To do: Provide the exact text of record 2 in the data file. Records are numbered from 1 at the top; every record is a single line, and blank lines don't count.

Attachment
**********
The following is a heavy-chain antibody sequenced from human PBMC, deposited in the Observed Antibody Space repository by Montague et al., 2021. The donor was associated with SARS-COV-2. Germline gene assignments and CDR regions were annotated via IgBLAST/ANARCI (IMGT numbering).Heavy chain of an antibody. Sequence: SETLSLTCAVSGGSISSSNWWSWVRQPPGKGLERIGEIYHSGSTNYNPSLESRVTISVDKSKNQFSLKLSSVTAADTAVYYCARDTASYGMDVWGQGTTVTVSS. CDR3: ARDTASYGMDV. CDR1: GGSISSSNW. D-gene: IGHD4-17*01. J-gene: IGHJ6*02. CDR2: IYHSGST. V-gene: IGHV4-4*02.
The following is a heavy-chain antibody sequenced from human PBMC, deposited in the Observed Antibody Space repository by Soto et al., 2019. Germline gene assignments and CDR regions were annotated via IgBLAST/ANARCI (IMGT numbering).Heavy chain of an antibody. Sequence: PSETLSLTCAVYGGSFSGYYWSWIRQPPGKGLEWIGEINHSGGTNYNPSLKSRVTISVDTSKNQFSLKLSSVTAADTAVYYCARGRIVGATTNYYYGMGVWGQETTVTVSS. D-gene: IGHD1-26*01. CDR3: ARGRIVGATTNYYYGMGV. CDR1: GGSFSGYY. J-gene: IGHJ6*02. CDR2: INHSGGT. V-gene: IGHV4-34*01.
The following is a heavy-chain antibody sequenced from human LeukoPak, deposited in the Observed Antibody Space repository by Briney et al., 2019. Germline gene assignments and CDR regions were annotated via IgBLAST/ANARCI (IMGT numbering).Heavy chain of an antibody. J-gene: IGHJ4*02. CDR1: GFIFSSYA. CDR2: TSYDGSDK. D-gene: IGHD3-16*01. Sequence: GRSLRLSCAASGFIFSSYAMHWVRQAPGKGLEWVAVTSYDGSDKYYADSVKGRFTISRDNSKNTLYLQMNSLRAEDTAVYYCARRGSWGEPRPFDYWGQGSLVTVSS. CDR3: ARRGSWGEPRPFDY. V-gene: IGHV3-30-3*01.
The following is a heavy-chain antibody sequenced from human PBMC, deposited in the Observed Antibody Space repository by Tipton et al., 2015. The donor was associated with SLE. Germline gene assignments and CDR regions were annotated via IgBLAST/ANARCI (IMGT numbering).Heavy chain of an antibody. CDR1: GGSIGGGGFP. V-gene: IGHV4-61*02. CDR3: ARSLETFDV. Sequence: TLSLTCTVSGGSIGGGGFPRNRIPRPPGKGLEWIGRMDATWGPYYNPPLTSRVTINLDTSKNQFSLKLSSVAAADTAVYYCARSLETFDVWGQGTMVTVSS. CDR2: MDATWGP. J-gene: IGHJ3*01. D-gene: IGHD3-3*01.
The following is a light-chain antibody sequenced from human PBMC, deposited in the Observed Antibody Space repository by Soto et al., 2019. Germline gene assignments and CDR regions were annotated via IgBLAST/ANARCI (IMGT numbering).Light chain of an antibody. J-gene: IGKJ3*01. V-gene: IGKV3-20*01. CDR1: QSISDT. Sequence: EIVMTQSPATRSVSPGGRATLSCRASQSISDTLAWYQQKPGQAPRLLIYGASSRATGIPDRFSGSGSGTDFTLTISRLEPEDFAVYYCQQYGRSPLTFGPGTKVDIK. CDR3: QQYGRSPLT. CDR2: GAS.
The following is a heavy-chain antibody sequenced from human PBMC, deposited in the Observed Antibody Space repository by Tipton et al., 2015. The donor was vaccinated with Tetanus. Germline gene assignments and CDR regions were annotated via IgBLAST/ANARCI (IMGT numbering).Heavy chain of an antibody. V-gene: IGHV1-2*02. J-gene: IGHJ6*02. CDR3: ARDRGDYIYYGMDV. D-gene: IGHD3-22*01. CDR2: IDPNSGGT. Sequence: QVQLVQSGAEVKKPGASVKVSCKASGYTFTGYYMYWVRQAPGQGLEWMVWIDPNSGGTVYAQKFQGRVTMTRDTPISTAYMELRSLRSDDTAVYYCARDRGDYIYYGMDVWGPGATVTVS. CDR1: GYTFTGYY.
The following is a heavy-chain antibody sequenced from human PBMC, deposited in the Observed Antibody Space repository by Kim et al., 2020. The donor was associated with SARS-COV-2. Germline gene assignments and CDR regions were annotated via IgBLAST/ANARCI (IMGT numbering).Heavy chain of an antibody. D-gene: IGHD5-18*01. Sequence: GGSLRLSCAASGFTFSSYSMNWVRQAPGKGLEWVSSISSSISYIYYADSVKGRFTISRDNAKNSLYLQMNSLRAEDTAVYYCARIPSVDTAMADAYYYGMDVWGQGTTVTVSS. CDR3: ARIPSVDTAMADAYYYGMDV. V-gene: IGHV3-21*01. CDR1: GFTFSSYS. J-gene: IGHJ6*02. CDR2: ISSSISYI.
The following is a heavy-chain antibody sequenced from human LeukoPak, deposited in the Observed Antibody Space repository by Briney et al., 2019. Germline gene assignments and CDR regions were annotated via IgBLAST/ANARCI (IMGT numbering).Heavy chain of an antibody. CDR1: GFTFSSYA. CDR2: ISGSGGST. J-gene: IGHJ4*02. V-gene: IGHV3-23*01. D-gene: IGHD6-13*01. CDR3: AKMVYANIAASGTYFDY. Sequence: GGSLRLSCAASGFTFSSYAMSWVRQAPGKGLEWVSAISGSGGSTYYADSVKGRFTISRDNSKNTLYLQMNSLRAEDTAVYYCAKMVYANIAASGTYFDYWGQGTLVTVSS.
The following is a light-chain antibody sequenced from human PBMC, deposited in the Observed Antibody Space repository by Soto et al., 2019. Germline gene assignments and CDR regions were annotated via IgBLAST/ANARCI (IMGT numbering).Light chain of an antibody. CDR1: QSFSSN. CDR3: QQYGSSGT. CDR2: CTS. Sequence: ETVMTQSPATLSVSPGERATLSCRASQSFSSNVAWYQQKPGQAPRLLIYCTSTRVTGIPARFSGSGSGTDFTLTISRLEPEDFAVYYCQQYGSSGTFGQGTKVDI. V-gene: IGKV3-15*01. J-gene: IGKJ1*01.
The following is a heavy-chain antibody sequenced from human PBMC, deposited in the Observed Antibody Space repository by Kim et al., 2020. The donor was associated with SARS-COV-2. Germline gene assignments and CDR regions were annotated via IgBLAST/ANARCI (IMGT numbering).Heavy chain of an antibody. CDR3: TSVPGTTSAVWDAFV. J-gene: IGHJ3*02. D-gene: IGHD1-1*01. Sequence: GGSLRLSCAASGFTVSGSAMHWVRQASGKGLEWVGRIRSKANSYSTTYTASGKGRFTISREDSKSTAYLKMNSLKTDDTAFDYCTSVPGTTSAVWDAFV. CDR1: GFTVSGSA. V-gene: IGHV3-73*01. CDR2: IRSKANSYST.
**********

The following is a heavy-chain antibody sequenced from human PBMC, deposited in the Observed Antibody Space repository by Soto et al., 2019. Germline gene assignments and CDR regions were annotated via IgBLAST/ANARCI (IMGT numbering).Heavy chain of an antibody. Sequence: PSETLSLTCAVYGGSFSGYYWSWIRQPPGKGLEWIGEINHSGGTNYNPSLKSRVTISVDTSKNQFSLKLSSVTAADTAVYYCARGRIVGATTNYYYGMGVWGQETTVTVSS. D-gene: IGHD1-26*01. CDR3: ARGRIVGATTNYYYGMGV. CDR1: GGSFSGYY. J-gene: IGHJ6*02. CDR2: INHSGGT. V-gene: IGHV4-34*01.